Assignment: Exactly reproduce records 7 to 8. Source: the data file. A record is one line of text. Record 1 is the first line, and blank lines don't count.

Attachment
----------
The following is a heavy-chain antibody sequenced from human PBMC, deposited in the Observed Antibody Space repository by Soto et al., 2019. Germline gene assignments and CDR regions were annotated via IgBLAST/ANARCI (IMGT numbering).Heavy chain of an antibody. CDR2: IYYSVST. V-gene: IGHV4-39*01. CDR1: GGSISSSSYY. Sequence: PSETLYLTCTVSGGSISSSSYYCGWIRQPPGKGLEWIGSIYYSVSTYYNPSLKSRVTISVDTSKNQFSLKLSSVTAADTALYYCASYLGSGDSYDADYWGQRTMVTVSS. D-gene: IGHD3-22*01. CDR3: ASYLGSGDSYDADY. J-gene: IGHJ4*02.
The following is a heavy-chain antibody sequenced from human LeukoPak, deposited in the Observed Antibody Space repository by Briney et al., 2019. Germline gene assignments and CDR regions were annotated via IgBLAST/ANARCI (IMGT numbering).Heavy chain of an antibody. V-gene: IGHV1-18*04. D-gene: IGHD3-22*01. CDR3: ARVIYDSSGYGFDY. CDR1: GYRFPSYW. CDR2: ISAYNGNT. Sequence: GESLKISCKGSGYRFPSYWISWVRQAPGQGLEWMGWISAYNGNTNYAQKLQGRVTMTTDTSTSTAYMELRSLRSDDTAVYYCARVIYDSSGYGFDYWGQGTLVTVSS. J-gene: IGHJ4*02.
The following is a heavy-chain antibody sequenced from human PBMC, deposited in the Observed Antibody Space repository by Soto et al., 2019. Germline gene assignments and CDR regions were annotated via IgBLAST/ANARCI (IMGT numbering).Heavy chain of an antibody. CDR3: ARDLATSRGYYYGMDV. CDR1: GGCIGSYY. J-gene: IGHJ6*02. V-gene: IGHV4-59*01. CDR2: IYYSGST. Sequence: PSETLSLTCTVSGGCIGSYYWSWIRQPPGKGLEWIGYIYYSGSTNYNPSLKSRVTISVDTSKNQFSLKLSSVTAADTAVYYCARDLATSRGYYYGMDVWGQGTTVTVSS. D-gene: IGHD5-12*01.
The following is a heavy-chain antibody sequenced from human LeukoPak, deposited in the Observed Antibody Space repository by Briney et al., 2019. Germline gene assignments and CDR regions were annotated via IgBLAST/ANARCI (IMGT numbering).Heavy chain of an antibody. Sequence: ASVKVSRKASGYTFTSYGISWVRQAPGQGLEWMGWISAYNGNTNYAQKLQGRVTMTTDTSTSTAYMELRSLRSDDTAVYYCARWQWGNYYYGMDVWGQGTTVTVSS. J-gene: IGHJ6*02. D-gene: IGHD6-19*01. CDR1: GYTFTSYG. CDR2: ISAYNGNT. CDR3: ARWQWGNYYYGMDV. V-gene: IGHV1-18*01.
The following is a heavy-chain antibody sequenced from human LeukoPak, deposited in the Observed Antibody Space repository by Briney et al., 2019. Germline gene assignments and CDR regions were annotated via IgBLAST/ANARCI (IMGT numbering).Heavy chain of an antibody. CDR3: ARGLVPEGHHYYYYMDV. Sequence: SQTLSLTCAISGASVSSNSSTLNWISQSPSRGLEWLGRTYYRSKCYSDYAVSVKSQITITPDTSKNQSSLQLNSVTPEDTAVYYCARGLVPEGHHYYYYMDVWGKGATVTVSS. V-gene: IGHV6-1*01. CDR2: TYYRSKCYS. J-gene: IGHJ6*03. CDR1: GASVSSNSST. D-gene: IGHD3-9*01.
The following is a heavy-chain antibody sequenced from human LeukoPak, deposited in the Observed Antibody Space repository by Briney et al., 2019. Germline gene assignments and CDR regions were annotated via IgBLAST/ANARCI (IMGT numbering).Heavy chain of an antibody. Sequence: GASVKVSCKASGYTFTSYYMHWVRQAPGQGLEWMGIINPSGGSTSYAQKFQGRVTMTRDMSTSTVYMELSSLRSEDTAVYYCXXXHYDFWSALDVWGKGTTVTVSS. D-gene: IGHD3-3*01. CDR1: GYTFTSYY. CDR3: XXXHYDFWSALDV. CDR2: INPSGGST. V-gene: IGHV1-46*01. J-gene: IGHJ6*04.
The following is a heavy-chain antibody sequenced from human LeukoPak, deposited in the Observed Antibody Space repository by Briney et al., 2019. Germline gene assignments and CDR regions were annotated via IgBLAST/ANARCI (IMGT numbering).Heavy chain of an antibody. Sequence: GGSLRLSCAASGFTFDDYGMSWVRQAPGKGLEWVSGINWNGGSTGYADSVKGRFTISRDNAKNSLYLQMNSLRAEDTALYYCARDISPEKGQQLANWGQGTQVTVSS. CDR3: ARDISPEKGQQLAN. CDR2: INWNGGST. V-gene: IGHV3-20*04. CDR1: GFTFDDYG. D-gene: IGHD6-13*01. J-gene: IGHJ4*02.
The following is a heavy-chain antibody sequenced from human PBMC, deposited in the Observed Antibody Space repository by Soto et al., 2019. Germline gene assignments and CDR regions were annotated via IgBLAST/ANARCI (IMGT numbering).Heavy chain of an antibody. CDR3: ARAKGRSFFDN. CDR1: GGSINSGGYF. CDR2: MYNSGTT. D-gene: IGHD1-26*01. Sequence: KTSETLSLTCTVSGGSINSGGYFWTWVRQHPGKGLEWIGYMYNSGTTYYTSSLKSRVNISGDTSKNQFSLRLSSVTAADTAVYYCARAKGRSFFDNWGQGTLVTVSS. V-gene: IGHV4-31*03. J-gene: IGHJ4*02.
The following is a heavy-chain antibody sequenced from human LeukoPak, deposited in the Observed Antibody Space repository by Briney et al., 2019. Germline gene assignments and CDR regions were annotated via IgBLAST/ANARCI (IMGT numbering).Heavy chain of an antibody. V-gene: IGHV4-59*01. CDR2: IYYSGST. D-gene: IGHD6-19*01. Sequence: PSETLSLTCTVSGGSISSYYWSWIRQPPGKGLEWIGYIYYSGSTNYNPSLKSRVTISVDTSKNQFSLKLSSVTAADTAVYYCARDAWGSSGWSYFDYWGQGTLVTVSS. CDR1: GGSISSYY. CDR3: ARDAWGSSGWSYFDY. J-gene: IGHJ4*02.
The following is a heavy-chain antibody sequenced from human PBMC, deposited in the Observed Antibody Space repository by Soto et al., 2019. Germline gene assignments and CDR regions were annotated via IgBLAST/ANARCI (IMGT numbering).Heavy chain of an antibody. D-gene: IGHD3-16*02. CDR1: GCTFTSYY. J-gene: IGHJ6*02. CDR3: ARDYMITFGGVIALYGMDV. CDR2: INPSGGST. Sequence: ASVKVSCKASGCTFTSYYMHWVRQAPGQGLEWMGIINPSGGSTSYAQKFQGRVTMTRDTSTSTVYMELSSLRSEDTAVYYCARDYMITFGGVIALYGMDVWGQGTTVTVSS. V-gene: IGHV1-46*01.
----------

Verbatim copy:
The following is a heavy-chain antibody sequenced from human LeukoPak, deposited in the Observed Antibody Space repository by Briney et al., 2019. Germline gene assignments and CDR regions were annotated via IgBLAST/ANARCI (IMGT numbering).Heavy chain of an antibody. Sequence: GGSLRLSCAASGFTFDDYGMSWVRQAPGKGLEWVSGINWNGGSTGYADSVKGRFTISRDNAKNSLYLQMNSLRAEDTALYYCARDISPEKGQQLANWGQGTQVTVSS. CDR3: ARDISPEKGQQLAN. CDR2: INWNGGST. V-gene: IGHV3-20*04. CDR1: GFTFDDYG. D-gene: IGHD6-13*01. J-gene: IGHJ4*02.
The following is a heavy-chain antibody sequenced from human PBMC, deposited in the Observed Antibody Space repository by Soto et al., 2019. Germline gene assignments and CDR regions were annotated via IgBLAST/ANARCI (IMGT numbering).Heavy chain of an antibody. CDR3: ARAKGRSFFDN. CDR1: GGSINSGGYF. CDR2: MYNSGTT. D-gene: IGHD1-26*01. Sequence: KTSETLSLTCTVSGGSINSGGYFWTWVRQHPGKGLEWIGYMYNSGTTYYTSSLKSRVNISGDTSKNQFSLRLSSVTAADTAVYYCARAKGRSFFDNWGQGTLVTVSS. V-gene: IGHV4-31*03. J-gene: IGHJ4*02.